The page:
At the North American International Auto Show in Detroit in January, Ford created a virtual-reality experience to help consumers see how the brand is committed to the “Future of Mobility.” Twelve guests at a time sat in the chairs and donned headsets, which made it feel as if a giant drone was lifting them in the air and flying them around a futuristic city. During the flight, the drone would pause to hover over certain scenes to provide more in-depth information about Ford’s mobility vision. Examples of the content in the experience included two friends using their FordPass app, a driver parking using pre-booking and autonomous vehicle technology, and a demonstration of what cars look like when you don’t need to hold a steering wheel. The flight also included some moments just for fun, such as diving down the side of a skyscraper and zooming down city streets. According to Imagination, which created the VR experience, 9,400 riders participated.
Photo: Courtesy of Ford
Intel at Mobile World Congress
At Mobile World Congress in Barcelona in late February and early March, a massive wall of digital pin art served as the backdrop for Intel’s exhibit booth to provide an eye-catching example of the hyper-connectivity that will be available with 5G, the next generation of wireless technology that’s set to be available in 2020. Dubbed Wonderwall and designed by 2LK and Moving Brands, the 1,248-square-foot high-density LED panel reacted to what was taking place nearby, changing pin sizes, colors, angles, density, and more based on the movement and sounds coming from people in front of it. “It had moments when it was very active and it had moments which were really quiet, when you might mistake it for an inert, physical wall. It was that modulation between those modes which we were hoping would make people interested in the space,” said Glen Yeoh, motion design director at Moving Brands.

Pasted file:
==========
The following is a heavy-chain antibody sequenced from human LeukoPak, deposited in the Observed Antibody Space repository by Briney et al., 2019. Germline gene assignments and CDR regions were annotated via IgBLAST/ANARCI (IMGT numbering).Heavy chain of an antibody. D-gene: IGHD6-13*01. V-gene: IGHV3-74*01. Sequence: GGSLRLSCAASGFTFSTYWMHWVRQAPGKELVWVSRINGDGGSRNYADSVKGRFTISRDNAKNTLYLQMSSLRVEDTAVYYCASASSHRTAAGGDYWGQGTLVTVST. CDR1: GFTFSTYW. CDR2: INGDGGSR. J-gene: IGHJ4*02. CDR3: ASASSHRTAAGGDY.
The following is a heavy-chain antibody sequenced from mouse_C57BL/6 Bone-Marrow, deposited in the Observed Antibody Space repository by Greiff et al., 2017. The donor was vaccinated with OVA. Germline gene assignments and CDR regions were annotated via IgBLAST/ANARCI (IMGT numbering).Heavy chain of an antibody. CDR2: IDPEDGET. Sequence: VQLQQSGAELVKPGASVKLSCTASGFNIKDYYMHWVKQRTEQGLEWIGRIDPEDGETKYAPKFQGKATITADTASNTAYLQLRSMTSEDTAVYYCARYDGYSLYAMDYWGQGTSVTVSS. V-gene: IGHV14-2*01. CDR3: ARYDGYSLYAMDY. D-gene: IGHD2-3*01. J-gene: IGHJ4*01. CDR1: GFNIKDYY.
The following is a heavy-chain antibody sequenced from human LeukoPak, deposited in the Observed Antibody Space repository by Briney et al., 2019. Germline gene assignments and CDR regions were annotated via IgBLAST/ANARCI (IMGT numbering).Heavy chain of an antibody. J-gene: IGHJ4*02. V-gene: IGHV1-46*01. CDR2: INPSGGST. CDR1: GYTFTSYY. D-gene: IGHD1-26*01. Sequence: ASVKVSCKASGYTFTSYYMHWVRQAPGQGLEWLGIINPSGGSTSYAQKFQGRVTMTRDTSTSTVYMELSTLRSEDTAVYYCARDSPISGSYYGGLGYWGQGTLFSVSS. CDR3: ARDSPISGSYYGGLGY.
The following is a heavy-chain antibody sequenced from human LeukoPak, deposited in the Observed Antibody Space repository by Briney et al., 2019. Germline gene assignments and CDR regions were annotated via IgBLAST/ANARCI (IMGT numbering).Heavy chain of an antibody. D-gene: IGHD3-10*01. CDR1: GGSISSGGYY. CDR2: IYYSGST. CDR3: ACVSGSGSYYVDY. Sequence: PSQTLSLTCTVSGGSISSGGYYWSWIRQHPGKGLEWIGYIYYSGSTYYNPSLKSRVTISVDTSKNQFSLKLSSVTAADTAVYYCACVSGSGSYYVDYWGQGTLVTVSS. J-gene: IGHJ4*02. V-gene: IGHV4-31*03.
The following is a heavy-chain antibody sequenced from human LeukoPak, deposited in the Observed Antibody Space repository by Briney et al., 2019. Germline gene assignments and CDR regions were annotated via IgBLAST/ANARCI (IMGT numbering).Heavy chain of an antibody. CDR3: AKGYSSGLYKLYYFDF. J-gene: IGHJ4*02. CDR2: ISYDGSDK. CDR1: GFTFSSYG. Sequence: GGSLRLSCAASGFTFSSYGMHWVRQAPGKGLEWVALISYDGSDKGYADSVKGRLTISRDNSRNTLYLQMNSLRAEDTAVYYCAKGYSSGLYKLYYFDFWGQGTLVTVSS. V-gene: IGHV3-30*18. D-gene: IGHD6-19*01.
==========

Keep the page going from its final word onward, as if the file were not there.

Photo: Courtesy of Moving Brands
Super Bowl LI
At Super Bowl LI in January, the Houston Host Committee gave fans the chance to take a virtual trip to Mars. Future Flight was a 90-foot drop tower that used virtual reality and audio to make riders feel as if they were traveling to Mars, landing on the planet with a few seconds to look around, and then dropping back down to earth and landing on the 50-yard line of a fan-filled NRG Stadium just in time for kickoff. The ride was designed by IDEAS, an Orlando-based experience design agency, and created in partnership with NASA, GES, ImaginNow, Exline Design and Architecture, and A.R.M. Houston is the home of the NASA Johnson Space Center and NASA has a goal of getting to Mars by 2030.
Photo: Courtesy of GES